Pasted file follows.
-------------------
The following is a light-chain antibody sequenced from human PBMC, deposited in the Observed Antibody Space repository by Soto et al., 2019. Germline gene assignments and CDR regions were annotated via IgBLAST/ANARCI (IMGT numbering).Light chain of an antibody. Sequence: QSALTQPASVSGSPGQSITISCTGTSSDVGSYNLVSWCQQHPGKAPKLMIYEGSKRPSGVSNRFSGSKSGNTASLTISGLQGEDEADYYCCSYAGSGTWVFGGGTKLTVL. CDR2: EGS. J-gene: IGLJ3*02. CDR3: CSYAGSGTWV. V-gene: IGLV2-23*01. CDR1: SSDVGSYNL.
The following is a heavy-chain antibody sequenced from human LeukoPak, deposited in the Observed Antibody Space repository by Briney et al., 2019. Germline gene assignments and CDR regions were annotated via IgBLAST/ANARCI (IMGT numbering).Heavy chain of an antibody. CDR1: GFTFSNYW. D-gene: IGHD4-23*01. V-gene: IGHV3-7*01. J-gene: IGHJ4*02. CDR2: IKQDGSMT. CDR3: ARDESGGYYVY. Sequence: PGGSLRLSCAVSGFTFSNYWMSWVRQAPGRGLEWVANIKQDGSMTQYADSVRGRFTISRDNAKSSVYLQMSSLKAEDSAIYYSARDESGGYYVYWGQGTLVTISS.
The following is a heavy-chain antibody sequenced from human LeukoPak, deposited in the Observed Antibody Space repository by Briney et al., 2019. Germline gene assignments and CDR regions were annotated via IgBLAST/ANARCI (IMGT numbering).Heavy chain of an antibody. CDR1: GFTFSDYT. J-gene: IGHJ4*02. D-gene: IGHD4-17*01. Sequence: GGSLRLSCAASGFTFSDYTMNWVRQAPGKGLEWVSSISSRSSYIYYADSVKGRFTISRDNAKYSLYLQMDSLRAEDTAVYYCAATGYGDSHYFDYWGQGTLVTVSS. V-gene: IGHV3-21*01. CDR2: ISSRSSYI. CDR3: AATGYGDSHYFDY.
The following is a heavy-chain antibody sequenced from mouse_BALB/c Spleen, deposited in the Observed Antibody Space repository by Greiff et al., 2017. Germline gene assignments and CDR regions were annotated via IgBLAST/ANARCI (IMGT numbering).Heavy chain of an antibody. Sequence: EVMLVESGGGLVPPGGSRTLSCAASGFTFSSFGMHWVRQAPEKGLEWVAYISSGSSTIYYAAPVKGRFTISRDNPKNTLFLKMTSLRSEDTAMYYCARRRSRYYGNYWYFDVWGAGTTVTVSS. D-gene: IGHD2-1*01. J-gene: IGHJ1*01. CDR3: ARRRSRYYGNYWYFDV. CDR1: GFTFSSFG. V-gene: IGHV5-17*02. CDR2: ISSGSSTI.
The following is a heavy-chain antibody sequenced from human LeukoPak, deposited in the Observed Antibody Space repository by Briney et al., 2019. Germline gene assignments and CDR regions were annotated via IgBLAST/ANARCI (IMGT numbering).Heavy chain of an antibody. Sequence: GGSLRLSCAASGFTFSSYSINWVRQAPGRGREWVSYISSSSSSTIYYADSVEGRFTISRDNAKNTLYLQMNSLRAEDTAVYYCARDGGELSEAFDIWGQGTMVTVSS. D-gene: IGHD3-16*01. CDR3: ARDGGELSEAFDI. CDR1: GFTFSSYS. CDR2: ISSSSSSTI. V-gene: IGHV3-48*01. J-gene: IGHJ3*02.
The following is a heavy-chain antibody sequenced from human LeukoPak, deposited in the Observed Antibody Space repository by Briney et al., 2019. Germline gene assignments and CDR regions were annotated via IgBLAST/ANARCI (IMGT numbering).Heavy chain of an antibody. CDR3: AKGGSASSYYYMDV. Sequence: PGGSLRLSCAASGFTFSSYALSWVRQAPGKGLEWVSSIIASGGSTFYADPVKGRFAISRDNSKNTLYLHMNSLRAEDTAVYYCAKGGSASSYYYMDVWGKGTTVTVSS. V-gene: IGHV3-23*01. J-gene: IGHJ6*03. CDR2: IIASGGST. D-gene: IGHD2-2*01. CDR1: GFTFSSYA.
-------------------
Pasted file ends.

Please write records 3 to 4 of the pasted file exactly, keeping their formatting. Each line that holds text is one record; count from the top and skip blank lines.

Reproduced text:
The following is a heavy-chain antibody sequenced from human LeukoPak, deposited in the Observed Antibody Space repository by Briney et al., 2019. Germline gene assignments and CDR regions were annotated via IgBLAST/ANARCI (IMGT numbering).Heavy chain of an antibody. CDR1: GFTFSDYT. J-gene: IGHJ4*02. D-gene: IGHD4-17*01. Sequence: GGSLRLSCAASGFTFSDYTMNWVRQAPGKGLEWVSSISSRSSYIYYADSVKGRFTISRDNAKYSLYLQMDSLRAEDTAVYYCAATGYGDSHYFDYWGQGTLVTVSS. V-gene: IGHV3-21*01. CDR2: ISSRSSYI. CDR3: AATGYGDSHYFDY.
The following is a heavy-chain antibody sequenced from mouse_BALB/c Spleen, deposited in the Observed Antibody Space repository by Greiff et al., 2017. Germline gene assignments and CDR regions were annotated via IgBLAST/ANARCI (IMGT numbering).Heavy chain of an antibody. Sequence: EVMLVESGGGLVPPGGSRTLSCAASGFTFSSFGMHWVRQAPEKGLEWVAYISSGSSTIYYAAPVKGRFTISRDNPKNTLFLKMTSLRSEDTAMYYCARRRSRYYGNYWYFDVWGAGTTVTVSS. D-gene: IGHD2-1*01. J-gene: IGHJ1*01. CDR3: ARRRSRYYGNYWYFDV. CDR1: GFTFSSFG. V-gene: IGHV5-17*02. CDR2: ISSGSSTI.